Peter and I threw a couple of small bags into the Wrangler and headed for the back road. We skirted Joshua Tree and peeled off onto one of the dirt tracks behind Wonder Valley, passing through a spotty outbreak of settler’s shacks, some now re-inhabited by those not wanting to be found. The track, navigable by an outsider only by the grace of Google, cuts through Route 66 and its trading posts: Bagdad, Siberia, Klondike and Cadiz. An extra large homemade sign reading “TRUMP PENCE” flanks a 5-acre parcel of early Toyota chassis. Once inside the Mojave National Preserve, we slipped into a lush and enormous forest of Yucca floating like a carpet above the scrubland, skylined by a moonscape of distant dunes.
We exited the Preserve on the north side and joined up with Interstate 15 and its rash of Vegas-bound Angelenos. After cresting a small elevation near the dry lake bed at Jean, Nevada, a row of neon totems — first seen as tiny, then monolithic on approach — cut into the desert sky like a set of skewered, day-glow marshmallows. I recognized the stacks from their online persona; deliciously photogenic colourblocks set against a cobalt dome. Standing in a location already pedigreed with previous, historic land-art moments, the anomaly beckoned with a spiritual whimsy as we pulled up, our dust-cloud settling in the makeshift parking lot.
“Seven Magic Mountains” by New York-based Swiss artist Ugo Rondinone, with the help of The Art Production Fund and The Nevada Museum of Art, found its beginnings inspired by Hoodoos — those phenomenal natural rock spires that rise from the drainage basins of canyons in the American West. Rondinone’s pillars — limestone boulders cut from a local quarry, stacked to 35 feet high and painted to be disguised as artifice — stand like aliens on the outskirts of Las Vegas. According to Rondinone, his magic mountains function as a link between the unapologetic wildness of the desert and the proud drag of Vegas.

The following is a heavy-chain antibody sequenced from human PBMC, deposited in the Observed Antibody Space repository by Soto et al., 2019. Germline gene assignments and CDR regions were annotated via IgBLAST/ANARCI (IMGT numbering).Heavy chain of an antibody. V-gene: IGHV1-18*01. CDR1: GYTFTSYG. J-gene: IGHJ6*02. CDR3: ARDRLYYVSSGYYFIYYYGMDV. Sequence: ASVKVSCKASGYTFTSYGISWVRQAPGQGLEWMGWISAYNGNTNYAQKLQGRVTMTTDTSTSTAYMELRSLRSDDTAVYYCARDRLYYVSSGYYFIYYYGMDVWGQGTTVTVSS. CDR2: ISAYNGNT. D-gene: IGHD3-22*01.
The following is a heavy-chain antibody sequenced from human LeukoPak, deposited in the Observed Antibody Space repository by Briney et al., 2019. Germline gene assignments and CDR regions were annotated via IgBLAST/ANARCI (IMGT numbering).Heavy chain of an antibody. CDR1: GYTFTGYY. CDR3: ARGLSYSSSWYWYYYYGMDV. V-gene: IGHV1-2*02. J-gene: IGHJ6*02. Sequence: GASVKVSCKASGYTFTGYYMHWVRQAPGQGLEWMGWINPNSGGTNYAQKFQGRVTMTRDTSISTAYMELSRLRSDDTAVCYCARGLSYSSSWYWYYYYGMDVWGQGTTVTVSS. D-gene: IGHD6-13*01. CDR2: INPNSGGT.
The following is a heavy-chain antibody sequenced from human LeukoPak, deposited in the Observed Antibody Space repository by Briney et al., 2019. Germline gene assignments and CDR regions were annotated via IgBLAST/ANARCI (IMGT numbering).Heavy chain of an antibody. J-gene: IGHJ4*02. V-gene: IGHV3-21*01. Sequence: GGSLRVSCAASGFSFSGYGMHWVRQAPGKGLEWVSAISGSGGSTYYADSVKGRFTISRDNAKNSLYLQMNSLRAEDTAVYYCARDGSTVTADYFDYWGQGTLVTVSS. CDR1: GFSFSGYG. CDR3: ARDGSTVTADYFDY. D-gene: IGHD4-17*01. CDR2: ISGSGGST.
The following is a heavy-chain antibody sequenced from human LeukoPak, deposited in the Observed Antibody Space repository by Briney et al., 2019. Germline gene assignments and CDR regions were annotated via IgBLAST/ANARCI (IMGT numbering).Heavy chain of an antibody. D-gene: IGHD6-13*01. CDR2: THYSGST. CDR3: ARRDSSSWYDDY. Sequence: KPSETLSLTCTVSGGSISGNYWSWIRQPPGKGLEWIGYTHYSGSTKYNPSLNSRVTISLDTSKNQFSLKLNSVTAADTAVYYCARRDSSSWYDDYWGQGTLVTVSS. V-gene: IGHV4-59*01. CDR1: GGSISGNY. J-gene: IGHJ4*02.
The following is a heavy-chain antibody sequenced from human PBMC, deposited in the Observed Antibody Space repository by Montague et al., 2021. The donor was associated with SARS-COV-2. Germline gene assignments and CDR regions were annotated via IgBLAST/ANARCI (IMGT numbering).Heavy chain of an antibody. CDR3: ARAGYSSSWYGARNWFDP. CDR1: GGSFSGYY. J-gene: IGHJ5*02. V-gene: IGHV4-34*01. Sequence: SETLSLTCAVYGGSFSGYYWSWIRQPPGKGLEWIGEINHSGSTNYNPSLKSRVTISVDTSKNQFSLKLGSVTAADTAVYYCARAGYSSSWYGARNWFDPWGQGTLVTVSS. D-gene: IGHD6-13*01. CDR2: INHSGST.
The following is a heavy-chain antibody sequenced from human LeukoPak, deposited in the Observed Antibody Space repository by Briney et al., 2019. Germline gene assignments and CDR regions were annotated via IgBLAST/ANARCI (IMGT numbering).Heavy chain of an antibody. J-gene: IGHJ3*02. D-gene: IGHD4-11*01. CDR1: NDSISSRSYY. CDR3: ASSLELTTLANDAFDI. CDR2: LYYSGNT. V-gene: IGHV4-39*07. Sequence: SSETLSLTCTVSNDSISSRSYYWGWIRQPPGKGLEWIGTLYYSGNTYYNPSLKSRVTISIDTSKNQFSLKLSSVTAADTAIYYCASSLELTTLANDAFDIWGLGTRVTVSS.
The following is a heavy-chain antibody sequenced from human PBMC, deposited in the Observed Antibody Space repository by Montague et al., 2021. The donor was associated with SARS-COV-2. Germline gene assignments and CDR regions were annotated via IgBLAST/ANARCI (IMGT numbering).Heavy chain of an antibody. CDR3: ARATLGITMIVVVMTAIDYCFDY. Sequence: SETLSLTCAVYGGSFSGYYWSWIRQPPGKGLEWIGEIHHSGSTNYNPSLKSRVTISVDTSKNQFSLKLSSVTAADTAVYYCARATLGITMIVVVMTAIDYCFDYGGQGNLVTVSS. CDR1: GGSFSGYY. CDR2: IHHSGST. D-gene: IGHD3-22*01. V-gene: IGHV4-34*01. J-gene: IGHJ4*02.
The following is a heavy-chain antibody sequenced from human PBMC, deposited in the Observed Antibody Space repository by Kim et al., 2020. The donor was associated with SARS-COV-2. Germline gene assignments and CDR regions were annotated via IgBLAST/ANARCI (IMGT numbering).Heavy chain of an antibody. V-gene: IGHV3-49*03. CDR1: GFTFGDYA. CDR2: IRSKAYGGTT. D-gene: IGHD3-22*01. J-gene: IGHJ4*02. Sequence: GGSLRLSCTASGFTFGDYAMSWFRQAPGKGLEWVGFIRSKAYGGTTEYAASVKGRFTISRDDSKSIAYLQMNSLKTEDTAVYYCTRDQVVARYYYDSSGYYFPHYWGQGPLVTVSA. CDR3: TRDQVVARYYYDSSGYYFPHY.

PS: “You don’t have to understand art, but you have to feel it.” (Ugo Rondinone)
Esoterica: Ugo Rondinone was born in 1963 to Italian parents in the Swiss resort town of Brunnen on Lake Lucerne. After studying and working in Zurich, he moved to New York in 1998 and eventually set up a studio in Harlem, fine-tuning an interest in what he calls a “mental trinity” of the natural world, romanticism and existentialism with colourfield op art, sculpture and conceptual installation. After five years of planning, “Seven Magic Mountains” was finally realized when Rondinone’s totems were moved, intact, from their nearby quarry to their current site near the Jean dry lake. Having originally planned a more humble set of piles, Rondinone admitted that he needed to amp up the installation’s impact when he arrived at the lakebed. “Size doesn’t mean anything out here,” he said. “The scale makes everything look small. That’s what you quickly figure out in the desert.”
“Stacking stones is such a universal impulse, an activity that has gone on around the world as long as humans have been here.” (Ugo Rondinone)
In this retreat you will delve deep into color, design and value. An artistic retreat that allows you to stretch your painting abilities while having the freedom to find your personal creative voice.
Come join me in Taos, New Mexico for this special retreat filled with tons of art information, art tips, artistic growth and creativity.
Watch the evening New Mexico light caress the adobe walls filling the air with a soft apricot glow… it is this light that inspires us to enter our soul.
If you have any questions please feel free to email Gwen at firstname.lastname@example.org or call 575-751-0183.
Christine Hanlon, whose work has been compared to that of Edward Hopper, creates ‘urban landscapes which quietly exude atmosphere.’